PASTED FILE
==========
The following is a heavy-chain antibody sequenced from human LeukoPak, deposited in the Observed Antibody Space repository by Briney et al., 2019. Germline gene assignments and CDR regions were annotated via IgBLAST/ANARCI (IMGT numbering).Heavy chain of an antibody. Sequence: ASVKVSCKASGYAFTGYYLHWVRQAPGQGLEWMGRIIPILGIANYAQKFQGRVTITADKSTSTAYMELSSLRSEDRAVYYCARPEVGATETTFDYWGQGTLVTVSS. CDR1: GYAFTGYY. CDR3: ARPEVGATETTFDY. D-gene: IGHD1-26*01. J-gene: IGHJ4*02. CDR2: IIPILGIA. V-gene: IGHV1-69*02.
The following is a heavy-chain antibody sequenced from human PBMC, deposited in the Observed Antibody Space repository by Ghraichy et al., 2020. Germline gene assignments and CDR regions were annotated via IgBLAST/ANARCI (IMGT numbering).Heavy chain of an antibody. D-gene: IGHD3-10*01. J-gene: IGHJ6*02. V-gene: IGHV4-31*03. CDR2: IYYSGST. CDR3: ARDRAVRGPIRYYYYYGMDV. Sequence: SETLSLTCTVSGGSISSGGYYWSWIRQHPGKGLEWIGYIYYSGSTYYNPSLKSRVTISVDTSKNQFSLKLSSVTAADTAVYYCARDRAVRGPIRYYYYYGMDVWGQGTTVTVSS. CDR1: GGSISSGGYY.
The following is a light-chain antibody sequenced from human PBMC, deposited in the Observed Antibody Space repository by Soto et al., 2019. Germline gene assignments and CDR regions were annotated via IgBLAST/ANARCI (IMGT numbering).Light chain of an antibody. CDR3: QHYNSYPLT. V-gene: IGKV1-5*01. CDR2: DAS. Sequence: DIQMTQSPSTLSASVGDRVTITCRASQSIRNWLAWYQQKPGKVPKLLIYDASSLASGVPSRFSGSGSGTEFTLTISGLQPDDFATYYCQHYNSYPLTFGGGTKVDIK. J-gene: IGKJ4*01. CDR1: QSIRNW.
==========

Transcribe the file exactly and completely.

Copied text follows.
The following is a heavy-chain antibody sequenced from human LeukoPak, deposited in the Observed Antibody Space repository by Briney et al., 2019. Germline gene assignments and CDR regions were annotated via IgBLAST/ANARCI (IMGT numbering).Heavy chain of an antibody. Sequence: ASVKVSCKASGYAFTGYYLHWVRQAPGQGLEWMGRIIPILGIANYAQKFQGRVTITADKSTSTAYMELSSLRSEDRAVYYCARPEVGATETTFDYWGQGTLVTVSS. CDR1: GYAFTGYY. CDR3: ARPEVGATETTFDY. D-gene: IGHD1-26*01. J-gene: IGHJ4*02. CDR2: IIPILGIA. V-gene: IGHV1-69*02.
The following is a heavy-chain antibody sequenced from human PBMC, deposited in the Observed Antibody Space repository by Ghraichy et al., 2020. Germline gene assignments and CDR regions were annotated via IgBLAST/ANARCI (IMGT numbering).Heavy chain of an antibody. D-gene: IGHD3-10*01. J-gene: IGHJ6*02. V-gene: IGHV4-31*03. CDR2: IYYSGST. CDR3: ARDRAVRGPIRYYYYYGMDV. Sequence: SETLSLTCTVSGGSISSGGYYWSWIRQHPGKGLEWIGYIYYSGSTYYNPSLKSRVTISVDTSKNQFSLKLSSVTAADTAVYYCARDRAVRGPIRYYYYYGMDVWGQGTTVTVSS. CDR1: GGSISSGGYY.
The following is a light-chain antibody sequenced from human PBMC, deposited in the Observed Antibody Space repository by Soto et al., 2019. Germline gene assignments and CDR regions were annotated via IgBLAST/ANARCI (IMGT numbering).Light chain of an antibody. CDR3: QHYNSYPLT. V-gene: IGKV1-5*01. CDR2: DAS. Sequence: DIQMTQSPSTLSASVGDRVTITCRASQSIRNWLAWYQQKPGKVPKLLIYDASSLASGVPSRFSGSGSGTEFTLTISGLQPDDFATYYCQHYNSYPLTFGGGTKVDIK. J-gene: IGKJ4*01. CDR1: QSIRNW.